Nothing tops getting lost in a captivating book. Well, perhaps one thing: Having it read to you during a long drive, a brisk walk through the neighborhood, or as you’re sipping a favorite holiday beer in front of the fire.
Traditional reading is a wonderful thing and is always deeply encouraged. Yet, we love to multitask and that’s where the hands-free audio book truly plays a part. Plus, listening to a book can allow you to appreciate a different side of it, a certain cadence, choice word, or other literary tool you might otherwise miss if it was you gobbling up the words.
Sometimes you need a helping hand from a good narrator when reading something dense (Jonathan Franzen comes to mind, or the brilliant American Psycho by Brett Easton Ellis). Other times, it’s just nice to hear a familiar voice (Mathew McConaughey, for example). And the kid in us all simply adores being told a tale.
Here are the ten best audio books to sink your ears into:
A Promised Land
This book from former President Barack Obama is settling and, well, presidential during a rather tumultuous time. It’s honest and deals in Oval Office goings-on but also touches on the importance of family and Obama’s own quite interesting childhood. Better still, there’s a second installment planned for the future.
How to Be an Antiracist
If you don’t follow Ibram Kendi’s incredible and ongoing body of work, you should. The author and essayist is responsible for some of the most informed and biting stories about race and life in America out there. This book has essentially become a guide to doing better in 2020, a must-read (or must-listen-to) for all.
My Own Words
Regardless of your political views, the nation lost a genuine heroine in Ruth Bader Ginsburg earlier this year. This memoir is a combo of RGB’s own writing along with officially sanctioned content from her biographers. It further showcases the former Supreme Court justice as an unbelievably driven, sharp-as-a-tack legal mind.
This book by naturalist Helen MacDonald is refreshing in its glimpse of nature. It tracks various wild critters through a family of essays and reveals the world as a wild and beautiful place we can always learn from and be floored by.
Yes, it’s wonderful to hear Mathew McConaughey read his own work and it’s practically meta. But there’s also some real substance here. More than just an iconic actor tooting his own horn, the book is thoughtful and drifting, like a reflective journey through the desert. It’ll make you want to have a beer with the guy even more than you already do now.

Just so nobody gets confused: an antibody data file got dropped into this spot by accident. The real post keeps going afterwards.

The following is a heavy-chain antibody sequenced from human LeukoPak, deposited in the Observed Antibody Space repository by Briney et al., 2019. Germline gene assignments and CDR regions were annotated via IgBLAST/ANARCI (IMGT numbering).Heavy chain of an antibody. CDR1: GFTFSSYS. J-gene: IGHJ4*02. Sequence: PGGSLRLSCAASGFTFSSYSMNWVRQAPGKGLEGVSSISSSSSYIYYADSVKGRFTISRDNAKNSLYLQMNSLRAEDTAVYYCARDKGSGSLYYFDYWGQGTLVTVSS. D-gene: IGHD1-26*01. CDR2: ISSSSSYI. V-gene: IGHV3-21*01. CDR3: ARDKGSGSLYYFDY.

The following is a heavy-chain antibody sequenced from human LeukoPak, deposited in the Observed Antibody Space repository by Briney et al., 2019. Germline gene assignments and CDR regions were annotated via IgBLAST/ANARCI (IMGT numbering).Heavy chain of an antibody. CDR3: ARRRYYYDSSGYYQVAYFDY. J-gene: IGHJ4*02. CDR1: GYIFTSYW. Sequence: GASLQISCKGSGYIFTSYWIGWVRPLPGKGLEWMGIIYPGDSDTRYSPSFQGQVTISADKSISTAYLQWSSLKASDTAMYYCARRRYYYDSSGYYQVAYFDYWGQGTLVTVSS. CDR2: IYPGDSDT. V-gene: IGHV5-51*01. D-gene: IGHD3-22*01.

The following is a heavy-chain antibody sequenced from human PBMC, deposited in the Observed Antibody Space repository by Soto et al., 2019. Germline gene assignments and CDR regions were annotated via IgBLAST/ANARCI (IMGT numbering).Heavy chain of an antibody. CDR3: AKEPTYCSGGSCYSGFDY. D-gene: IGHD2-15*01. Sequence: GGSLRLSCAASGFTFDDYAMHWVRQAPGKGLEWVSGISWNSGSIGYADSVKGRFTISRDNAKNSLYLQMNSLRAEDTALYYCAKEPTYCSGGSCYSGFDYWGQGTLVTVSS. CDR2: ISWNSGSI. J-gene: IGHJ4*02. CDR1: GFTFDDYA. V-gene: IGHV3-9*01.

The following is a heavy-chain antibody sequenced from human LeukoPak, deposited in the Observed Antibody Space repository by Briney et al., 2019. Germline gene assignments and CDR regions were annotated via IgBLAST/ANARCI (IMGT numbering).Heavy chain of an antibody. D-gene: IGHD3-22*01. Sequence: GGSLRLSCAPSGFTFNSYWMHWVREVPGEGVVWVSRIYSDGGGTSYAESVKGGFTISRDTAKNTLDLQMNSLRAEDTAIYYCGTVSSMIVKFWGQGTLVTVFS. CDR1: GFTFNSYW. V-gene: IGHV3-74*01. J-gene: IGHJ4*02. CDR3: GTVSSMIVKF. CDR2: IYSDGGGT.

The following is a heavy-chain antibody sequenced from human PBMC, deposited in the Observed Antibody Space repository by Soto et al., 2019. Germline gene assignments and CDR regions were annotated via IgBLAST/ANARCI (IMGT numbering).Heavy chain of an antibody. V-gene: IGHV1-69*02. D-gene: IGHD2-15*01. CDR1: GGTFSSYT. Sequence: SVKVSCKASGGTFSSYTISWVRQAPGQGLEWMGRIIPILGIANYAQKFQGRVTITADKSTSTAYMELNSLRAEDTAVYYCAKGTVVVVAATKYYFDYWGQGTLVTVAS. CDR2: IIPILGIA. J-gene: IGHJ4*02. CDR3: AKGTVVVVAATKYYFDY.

The Cold Millions
Many book critics are calling this the release of the year and while the format doesn’t really matter (physical book, digital book, audio book), it might be easiest to just take it in while you’re wrapping up chores or commuting. It’s the eighth and arguably best novel from Jess Walters, one that deftly navigates timeless inequities and the power of profit. It also keeps you on your toes with a plurality of various narrators.
Sometimes you just want a relatively quick read that covers all the bases. This story by Jean Kyoung Frazier is incredibly relatable in its coming-of-age existentialism. And, with a teenage pregnancy and shaky familial life at the fore, there’s plenty of touching dysfunctional drama.
How to Write One Song
Who would know better than one of the best working songwriters? Here, Jeff Tweedy of Wilco fame dives into songwriting and the creative process, something especially relevant as we look to stay mentally involved and inventive during a pandemic.
The House of the Spirits
We could all use some magical realism these day and standout Chilean author Isabelle Allende is the best in the business. This modern classic from 1982 is Allende’s debut and is nothing short of breathtaking, inspired equal parts by family, mortality, and Marquez’s fantastic One Hundred Years of Solitude.
This absolute classic by Herman Melville is extremely long. So much so that it clocks in at about 24 hours of nonstop reading by even the most efficient narrator. Enjoy it in pieces as there’s a lot to savor in and around the dense, expertly written prose. It’s from 1851 but as fitting and complex of a metaphor as ever these days.
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